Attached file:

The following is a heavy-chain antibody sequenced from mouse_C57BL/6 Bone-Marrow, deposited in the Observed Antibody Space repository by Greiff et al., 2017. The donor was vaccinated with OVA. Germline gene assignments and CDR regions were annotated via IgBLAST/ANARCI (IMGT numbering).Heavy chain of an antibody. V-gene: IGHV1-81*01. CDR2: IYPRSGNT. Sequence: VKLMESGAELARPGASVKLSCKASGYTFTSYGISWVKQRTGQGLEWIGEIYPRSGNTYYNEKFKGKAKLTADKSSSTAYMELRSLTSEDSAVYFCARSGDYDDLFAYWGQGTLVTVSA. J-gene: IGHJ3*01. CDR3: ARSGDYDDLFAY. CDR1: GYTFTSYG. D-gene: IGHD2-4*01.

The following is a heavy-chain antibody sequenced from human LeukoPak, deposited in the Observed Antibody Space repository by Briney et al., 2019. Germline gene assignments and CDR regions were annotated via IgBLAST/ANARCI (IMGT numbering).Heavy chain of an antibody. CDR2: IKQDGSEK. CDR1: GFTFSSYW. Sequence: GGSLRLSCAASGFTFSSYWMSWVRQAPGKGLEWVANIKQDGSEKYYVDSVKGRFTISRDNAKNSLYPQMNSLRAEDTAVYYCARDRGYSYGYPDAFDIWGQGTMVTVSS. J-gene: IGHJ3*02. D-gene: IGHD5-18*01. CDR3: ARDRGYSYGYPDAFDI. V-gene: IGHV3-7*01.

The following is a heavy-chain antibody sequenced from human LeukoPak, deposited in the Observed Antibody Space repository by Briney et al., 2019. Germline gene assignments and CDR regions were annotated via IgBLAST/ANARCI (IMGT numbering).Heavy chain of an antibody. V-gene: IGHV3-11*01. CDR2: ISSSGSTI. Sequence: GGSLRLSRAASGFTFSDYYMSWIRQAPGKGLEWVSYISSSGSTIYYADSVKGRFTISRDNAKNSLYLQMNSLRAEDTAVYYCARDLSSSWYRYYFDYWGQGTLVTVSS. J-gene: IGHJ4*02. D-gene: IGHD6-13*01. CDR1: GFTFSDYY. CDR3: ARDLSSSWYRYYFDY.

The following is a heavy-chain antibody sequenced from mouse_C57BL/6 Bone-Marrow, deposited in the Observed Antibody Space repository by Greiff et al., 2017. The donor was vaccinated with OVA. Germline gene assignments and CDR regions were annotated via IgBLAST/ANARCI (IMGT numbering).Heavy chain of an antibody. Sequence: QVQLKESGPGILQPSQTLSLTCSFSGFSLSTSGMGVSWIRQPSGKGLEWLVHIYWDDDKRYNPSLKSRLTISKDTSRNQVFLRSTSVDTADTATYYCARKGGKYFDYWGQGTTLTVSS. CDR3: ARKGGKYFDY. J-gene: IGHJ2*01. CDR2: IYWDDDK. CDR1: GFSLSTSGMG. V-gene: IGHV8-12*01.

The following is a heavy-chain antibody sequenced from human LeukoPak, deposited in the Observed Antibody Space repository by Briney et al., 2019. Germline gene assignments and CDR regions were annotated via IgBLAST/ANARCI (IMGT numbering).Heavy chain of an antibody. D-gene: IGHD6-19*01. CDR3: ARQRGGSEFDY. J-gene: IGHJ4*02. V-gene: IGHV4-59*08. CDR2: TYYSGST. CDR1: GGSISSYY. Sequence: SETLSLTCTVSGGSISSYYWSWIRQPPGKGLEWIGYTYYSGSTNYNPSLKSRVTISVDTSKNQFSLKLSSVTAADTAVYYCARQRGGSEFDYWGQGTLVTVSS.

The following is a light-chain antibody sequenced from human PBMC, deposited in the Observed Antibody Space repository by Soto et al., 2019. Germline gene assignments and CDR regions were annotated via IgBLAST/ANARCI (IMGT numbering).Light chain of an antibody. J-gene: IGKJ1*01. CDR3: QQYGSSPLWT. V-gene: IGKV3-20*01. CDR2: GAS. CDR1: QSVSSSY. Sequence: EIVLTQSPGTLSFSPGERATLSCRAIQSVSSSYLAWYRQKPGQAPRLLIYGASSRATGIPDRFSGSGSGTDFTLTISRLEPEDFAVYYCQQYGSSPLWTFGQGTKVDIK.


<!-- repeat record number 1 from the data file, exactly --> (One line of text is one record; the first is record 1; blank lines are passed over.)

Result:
The following is a heavy-chain antibody sequenced from mouse_C57BL/6 Bone-Marrow, deposited in the Observed Antibody Space repository by Greiff et al., 2017. The donor was vaccinated with OVA. Germline gene assignments and CDR regions were annotated via IgBLAST/ANARCI (IMGT numbering).Heavy chain of an antibody. V-gene: IGHV1-81*01. CDR2: IYPRSGNT. Sequence: VKLMESGAELARPGASVKLSCKASGYTFTSYGISWVKQRTGQGLEWIGEIYPRSGNTYYNEKFKGKAKLTADKSSSTAYMELRSLTSEDSAVYFCARSGDYDDLFAYWGQGTLVTVSA. J-gene: IGHJ3*01. CDR3: ARSGDYDDLFAY. CDR1: GYTFTSYG. D-gene: IGHD2-4*01.